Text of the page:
Furthermore, if, as claimed, swimming worms “whip” their bodies and propagate bends at non-uniform velocity, this would be evidenced by non-linear stripes in the contour plots for swimming worms (Figure 1B of Pierce-Shimomura et al., 2008). Our own data (Figures 1A,B, reproduced with permission from Berri et al., 2009) similarly show uniform bend propagation for worms exhibiting a range of behaviors (corresponding to a range of physical conditions). Whether looking at the spacing between the stripes (the period of undulation), the inclination of the stripes (the speed of bend propagation) or the amount of overlap (the wavelength along the body), we find only a gradual change between consecutive plots. Finally, we note that bending along the body directly maps muscle activation. Calcium imaging of muscle activity during locomotion of unrestrained worms in water and on agar (Pierce-Shimomura et al., 2008) indicates a clear one-to-one relationship between muscle activity and bending. This strong match holds in both environments and does not break down for fast undulations (during swimming). Therefore, it is reasonable to expect that the same one-to-one relationship should hold in intermediate environments (up to a fixed phase lag which of course differs in different conditions). Another way of putting it is that body curvature is an equally appropriate (and easier to obtain) metric. In summary, the data strongly suggest that the entire transition from “swimming” to “crawling” corresponds to modulation of a single gait. Indeed, we find no evidence of a qualitative distinction between the undulation patterns.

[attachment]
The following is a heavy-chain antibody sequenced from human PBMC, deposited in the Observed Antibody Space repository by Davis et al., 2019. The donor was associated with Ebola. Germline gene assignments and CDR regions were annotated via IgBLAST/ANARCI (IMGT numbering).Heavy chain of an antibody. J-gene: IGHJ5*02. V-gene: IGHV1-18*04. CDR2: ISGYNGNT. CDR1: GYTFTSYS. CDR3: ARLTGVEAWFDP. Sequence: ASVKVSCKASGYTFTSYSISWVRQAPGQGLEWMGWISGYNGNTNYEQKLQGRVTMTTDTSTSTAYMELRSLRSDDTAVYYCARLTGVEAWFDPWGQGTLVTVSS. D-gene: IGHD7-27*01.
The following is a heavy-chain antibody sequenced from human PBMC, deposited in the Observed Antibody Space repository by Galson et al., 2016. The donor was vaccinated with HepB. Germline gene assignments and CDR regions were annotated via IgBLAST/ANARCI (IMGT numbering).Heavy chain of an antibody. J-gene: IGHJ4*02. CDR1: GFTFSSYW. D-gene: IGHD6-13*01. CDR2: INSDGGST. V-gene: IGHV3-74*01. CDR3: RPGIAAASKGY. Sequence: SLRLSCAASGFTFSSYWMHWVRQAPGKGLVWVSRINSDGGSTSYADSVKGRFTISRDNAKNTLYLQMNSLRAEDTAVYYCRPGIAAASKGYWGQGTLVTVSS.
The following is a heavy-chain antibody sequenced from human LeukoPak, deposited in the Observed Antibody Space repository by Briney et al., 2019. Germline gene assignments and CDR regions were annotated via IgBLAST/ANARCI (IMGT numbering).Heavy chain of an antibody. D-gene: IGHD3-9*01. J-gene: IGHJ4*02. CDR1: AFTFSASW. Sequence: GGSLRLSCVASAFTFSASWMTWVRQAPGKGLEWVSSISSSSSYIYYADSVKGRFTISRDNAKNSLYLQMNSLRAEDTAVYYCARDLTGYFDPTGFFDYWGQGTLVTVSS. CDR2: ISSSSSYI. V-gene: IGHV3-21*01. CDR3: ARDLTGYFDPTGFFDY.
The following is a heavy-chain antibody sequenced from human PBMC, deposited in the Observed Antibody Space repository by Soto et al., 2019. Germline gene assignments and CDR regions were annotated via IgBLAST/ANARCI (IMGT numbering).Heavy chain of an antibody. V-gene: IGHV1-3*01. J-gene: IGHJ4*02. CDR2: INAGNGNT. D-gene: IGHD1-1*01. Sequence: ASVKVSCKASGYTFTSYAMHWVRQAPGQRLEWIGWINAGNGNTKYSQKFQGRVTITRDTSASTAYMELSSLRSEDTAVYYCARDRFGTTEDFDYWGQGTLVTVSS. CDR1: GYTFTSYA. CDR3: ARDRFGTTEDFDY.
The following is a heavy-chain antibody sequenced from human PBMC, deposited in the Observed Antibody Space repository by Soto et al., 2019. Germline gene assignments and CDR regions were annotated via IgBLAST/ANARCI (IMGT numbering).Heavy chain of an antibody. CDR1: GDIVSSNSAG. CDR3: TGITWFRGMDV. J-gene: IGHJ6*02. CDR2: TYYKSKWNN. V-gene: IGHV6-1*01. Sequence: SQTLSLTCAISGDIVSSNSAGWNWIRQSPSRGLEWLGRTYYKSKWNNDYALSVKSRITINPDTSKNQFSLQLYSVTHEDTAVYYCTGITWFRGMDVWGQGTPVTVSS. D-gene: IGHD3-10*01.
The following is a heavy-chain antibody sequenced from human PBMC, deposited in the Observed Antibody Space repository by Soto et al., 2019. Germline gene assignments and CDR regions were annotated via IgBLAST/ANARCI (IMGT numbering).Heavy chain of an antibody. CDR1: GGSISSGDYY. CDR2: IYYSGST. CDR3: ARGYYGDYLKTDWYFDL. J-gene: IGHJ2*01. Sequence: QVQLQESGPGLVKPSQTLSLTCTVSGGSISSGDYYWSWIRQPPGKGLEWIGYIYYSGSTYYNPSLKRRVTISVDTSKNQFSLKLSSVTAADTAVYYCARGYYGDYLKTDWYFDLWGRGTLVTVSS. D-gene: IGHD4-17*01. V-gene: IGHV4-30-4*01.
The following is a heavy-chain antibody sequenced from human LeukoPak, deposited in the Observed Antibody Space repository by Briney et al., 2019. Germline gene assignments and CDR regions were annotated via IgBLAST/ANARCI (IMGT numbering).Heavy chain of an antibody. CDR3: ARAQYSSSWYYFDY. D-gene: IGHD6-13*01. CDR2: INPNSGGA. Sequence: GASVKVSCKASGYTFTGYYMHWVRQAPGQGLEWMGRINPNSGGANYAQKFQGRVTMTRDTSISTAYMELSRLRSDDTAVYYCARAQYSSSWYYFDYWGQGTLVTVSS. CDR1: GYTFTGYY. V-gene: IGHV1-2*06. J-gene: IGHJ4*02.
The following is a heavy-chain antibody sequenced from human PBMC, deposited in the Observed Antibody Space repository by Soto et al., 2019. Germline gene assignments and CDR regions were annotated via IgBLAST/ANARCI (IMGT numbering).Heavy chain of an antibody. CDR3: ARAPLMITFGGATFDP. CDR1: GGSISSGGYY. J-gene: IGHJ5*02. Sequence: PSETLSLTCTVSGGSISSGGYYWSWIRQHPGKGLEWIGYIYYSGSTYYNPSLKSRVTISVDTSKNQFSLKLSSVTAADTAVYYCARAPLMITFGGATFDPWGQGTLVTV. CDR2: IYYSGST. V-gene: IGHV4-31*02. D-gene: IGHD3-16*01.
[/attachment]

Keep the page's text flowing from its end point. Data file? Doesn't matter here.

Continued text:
Are Swimming and Crawling Characterized by Different Frequencies of Undulation?
Mesce and Pierce-Shimomura (2010) state that C. elegans worms “crawl with a persistent S-shaped posture on a dry substrate with ∼1 Hz high-amplitude bends, and swim in liquid with ∼2 Hz lower amplitude bends.” Indeed, the existence of two locomotion frequencies might be grounds to define two distinct gaits. However, it is important to point out the current consensus that the worm modulates its frequency of undulations as a function of the resistivity (viscosity or visco-elasticity) of the physical environment. This was demonstrated in Berri et al. (2009) for gelatin solutions (not methylcellulose as described in Mesce and Pierce-Shimomura, 2010). Similar results were independently reproduced for high molecular weight dextran (Fang-Yen et al., 2010). In fact, while this is not mentioned in Mesce and Pierce-Shimomura (2010), Pierce-Shimomura et al. similarly report a nearly threefold modulation of the bending frequency (0.6–1.5 Hz) in what they dub “swim-like” behavior (Vidal-Gadea et al., 2009), while frequencies of 0.2–0.4 Hz are dubbed “crawl-like,” despite the fact that the peak of the power spectrum for “crawling” appears to fall at about 0.8 Hz (Vidal-Gadea et al., 2009). It is therefore clear that C. elegans locomotion cannot be characterized by discrete sets of kinematic parameters, but rather by a broad and continuous range of such parameters.
Can Worms Switch Spontaneously between the Discrete Gaits of Swimming and Crawling?